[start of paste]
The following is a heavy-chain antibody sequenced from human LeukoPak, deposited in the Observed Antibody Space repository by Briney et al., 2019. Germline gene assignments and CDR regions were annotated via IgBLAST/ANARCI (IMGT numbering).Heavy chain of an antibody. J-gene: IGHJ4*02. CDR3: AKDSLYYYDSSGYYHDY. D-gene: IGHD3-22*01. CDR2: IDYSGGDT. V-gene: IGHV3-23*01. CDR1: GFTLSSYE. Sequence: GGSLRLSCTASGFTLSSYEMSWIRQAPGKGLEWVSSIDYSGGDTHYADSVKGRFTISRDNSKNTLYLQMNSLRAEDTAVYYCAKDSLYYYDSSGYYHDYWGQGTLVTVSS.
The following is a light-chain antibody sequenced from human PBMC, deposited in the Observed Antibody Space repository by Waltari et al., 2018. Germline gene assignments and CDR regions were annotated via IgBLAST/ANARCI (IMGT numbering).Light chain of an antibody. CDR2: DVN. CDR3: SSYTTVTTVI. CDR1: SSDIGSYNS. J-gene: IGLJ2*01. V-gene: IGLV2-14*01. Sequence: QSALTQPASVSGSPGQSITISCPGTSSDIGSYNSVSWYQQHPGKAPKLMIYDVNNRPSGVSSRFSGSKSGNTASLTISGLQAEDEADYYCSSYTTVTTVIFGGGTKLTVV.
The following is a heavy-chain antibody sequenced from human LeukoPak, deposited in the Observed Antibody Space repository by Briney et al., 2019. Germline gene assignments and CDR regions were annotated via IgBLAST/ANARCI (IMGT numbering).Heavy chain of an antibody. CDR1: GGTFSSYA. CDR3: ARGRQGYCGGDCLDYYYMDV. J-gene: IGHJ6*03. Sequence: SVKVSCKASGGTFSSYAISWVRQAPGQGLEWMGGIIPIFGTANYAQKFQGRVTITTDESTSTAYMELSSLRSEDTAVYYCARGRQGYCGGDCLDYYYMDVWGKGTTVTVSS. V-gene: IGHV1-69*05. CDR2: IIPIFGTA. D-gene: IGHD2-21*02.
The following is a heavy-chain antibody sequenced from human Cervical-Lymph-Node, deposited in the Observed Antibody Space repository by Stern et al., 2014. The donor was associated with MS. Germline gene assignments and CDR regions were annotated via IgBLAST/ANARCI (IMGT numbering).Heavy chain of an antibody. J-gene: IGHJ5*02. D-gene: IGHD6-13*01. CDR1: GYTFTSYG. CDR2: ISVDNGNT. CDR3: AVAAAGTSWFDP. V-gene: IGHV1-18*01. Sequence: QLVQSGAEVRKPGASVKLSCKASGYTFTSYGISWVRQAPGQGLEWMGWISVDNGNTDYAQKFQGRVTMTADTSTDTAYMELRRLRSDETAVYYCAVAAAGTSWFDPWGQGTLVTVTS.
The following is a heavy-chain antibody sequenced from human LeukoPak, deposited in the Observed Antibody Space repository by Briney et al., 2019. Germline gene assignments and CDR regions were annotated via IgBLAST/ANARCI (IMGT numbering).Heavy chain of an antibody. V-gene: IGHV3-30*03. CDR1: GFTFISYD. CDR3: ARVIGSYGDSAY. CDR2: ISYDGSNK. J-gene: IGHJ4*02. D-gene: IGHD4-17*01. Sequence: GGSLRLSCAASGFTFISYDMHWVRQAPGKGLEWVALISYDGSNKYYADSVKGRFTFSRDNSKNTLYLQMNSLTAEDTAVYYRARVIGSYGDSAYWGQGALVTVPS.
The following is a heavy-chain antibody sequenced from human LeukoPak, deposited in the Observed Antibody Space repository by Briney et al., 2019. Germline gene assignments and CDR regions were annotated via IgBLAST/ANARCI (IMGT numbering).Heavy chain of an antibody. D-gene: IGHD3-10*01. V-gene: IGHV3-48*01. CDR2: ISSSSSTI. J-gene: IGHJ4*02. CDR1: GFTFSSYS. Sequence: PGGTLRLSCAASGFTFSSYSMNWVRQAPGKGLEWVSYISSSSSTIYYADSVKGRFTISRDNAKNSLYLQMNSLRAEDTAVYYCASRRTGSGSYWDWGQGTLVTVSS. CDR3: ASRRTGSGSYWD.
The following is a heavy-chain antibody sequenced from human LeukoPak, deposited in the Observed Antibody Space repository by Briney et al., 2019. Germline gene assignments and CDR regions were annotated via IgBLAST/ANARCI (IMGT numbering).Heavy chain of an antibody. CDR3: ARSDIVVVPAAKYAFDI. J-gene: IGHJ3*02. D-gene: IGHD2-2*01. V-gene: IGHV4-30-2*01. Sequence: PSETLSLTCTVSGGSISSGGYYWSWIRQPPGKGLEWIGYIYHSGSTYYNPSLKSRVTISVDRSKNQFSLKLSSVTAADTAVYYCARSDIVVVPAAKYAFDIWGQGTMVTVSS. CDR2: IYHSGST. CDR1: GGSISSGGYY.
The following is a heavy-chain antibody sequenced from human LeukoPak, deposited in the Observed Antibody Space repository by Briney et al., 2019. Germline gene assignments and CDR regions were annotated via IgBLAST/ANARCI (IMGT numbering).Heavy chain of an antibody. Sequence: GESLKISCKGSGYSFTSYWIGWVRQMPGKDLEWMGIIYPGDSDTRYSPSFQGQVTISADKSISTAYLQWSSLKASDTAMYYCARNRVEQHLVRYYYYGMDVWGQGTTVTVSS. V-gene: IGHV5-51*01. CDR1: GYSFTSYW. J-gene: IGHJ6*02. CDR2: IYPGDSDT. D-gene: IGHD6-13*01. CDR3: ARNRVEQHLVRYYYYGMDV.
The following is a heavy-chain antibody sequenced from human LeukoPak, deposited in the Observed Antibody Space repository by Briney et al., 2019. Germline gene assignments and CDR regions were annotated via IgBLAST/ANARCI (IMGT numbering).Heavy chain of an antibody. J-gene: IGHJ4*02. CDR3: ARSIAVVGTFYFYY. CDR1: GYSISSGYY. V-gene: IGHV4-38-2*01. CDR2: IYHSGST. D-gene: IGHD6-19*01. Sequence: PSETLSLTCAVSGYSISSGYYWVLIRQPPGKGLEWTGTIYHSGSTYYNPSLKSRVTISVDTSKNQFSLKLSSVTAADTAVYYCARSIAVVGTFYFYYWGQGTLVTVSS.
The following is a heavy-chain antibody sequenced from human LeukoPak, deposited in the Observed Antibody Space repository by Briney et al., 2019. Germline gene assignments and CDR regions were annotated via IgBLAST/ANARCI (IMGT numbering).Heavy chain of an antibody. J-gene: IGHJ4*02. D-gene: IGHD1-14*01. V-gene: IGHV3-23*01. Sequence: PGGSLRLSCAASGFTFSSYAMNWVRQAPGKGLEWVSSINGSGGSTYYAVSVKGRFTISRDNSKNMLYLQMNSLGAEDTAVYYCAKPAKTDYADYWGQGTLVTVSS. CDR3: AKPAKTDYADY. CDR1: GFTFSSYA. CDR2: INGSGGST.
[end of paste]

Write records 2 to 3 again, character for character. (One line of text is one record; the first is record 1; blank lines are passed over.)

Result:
The following is a light-chain antibody sequenced from human PBMC, deposited in the Observed Antibody Space repository by Waltari et al., 2018. Germline gene assignments and CDR regions were annotated via IgBLAST/ANARCI (IMGT numbering).Light chain of an antibody. CDR2: DVN. CDR3: SSYTTVTTVI. CDR1: SSDIGSYNS. J-gene: IGLJ2*01. V-gene: IGLV2-14*01. Sequence: QSALTQPASVSGSPGQSITISCPGTSSDIGSYNSVSWYQQHPGKAPKLMIYDVNNRPSGVSSRFSGSKSGNTASLTISGLQAEDEADYYCSSYTTVTTVIFGGGTKLTVV.
The following is a heavy-chain antibody sequenced from human LeukoPak, deposited in the Observed Antibody Space repository by Briney et al., 2019. Germline gene assignments and CDR regions were annotated via IgBLAST/ANARCI (IMGT numbering).Heavy chain of an antibody. CDR1: GGTFSSYA. CDR3: ARGRQGYCGGDCLDYYYMDV. J-gene: IGHJ6*03. Sequence: SVKVSCKASGGTFSSYAISWVRQAPGQGLEWMGGIIPIFGTANYAQKFQGRVTITTDESTSTAYMELSSLRSEDTAVYYCARGRQGYCGGDCLDYYYMDVWGKGTTVTVSS. V-gene: IGHV1-69*05. CDR2: IIPIFGTA. D-gene: IGHD2-21*02.